Cameron pledges to British business leaders to secure growth
British Prime Minister David Cameron pledged Monday to business chiefs that his government will safeguard recovery, but warned there was no "silver bullet" amid the "chilling" eurozone debt crisis.
Cameron was addressing the annual conference of the Confederation of British Industry (CBI), which is calling this year for exports to be placed at the heart of government policy in order to strengthen economic activity.
Ahead of his appearance at the business gathering, Cameron unveiled ambitious initiative to encourage first-time buyers and stimulate the nation's dismal property market.
"We meet at a serious time for our economy -- and for business," Cameron told delegates at the annual gathering of Britain's biggest employers' organisation.
"We are trying to recover from a deep and difficult recession. Yet growth is slow in Britain, France and Germany.
"I am absolutely clear about the right answer for the UK economy. It can be summed up in one sentence: we need to deal with our debts and go for growth."
There would be no let-up in the coalition's determination to slash the deficit and avoid the kind of sovereign debt crisis that has wreaked havoc in the eurozone and now threatens Italy and Spain.
The premier also revealed Monday that finance minister George Osborne will unveil plans to boost credit for small and medium-sized businesses, and ramp up infrastructure investment in an autumn statement on November 29. The extra investment would not be funded by borrowing.
The CBI began its annual gathering with a call for the coalition government to champion the nation's exports -- with a particular emphasis on tapping into fast-growing emerging markets to offset the impact of the eurozone debacle.
"Today we are focusing on the critical driver of growth: exports," said CBI President Roger Carr.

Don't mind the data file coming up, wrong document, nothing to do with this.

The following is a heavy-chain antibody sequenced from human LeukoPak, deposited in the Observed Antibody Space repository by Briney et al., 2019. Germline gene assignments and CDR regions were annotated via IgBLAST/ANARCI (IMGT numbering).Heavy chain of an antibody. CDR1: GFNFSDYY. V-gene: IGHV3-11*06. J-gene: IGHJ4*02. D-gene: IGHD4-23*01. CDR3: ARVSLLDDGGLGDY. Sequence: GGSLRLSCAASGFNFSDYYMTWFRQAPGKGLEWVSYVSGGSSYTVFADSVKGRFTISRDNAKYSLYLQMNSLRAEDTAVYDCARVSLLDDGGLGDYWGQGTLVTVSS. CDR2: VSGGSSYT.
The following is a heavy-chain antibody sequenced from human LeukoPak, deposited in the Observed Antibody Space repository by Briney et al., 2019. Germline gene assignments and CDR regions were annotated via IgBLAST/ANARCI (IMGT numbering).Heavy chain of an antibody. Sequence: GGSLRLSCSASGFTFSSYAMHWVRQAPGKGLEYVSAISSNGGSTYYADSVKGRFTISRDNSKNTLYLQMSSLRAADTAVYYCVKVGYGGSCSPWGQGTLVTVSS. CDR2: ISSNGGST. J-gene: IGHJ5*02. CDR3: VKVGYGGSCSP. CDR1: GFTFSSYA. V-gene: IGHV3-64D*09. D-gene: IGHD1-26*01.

"Our message is the urgent need to prospect and build in new growth markets rather than continue to harvest the traditional -- and currently less fertile -- markets of our close neighbours."
Britain's economy grew faster than expected in the third quarter, expanding by 0.5 percent between July and September, but the outlook remains clouded by the eurozone crisis, government spending cutbacks and high inflation.
The CBI is urging the government to help improve Britain's trade performance with a raft of proposals that would lift gross domestic product by an estimated £20 billion by 2020.
Measures include achievable performance targets for high-growth markets, the breaking down of domestic barriers and improved access to export finance.
The CBI wants the government to match the European Union's average of one-in-four small-to-medium sized enterprises (SMEs) exporting by 2020. That compares with Britain's current level of one in five.
Cameron meanwhile added that his coalition administration was pressing ahead with major infrastructure projects, including improvements to roads, railways, broadband Internet services, power stations and shipping ports.
Earlier on Monday, the premier had launched plans to help boost home loan financing for first time buyers, pledging to support new mortgages for up to 100,000 people who would otherwise be locked out of the housing market.
Turning to the eurozone debt crisis, he said that confidence had been ravaged by uncertainty in financial markets, with markets now fretting over debt-laden pair Italy and Spain.
"Paralysis in the eurozone is causing alarm in the markets and having a chilling effect on economies in many countries -- including our own," Cameron said.
"When the nightly news is about rising interest rates in Europe and uncertainty about the future, it is not surprising that this affects business and consumer confidence."
The Conservative-Liberal Democrat coalition has sought to slash spending ever since it rose to power last year, when it ousted the previous Labour administration and inherited a record public deficit.
However, the premier stressed on Monday that there would be not be "one silver bullet" to restore business confidence and fix Britain's flagging economy.
The conference was also addressed on Monday by British Foreign Secretary William Hague and Turkish President Abdullah Gul, who called for more British firms to strengthen their ties with Turkey and tap into the emerging market.
"We need to stimulate growth and create new jobs. It is all the more important today to further strengthen Turkish-UK business links in order to overcome economic difficulties," said Gul, who begins a state visit to Britain on Tuesday.
© 2011 AFP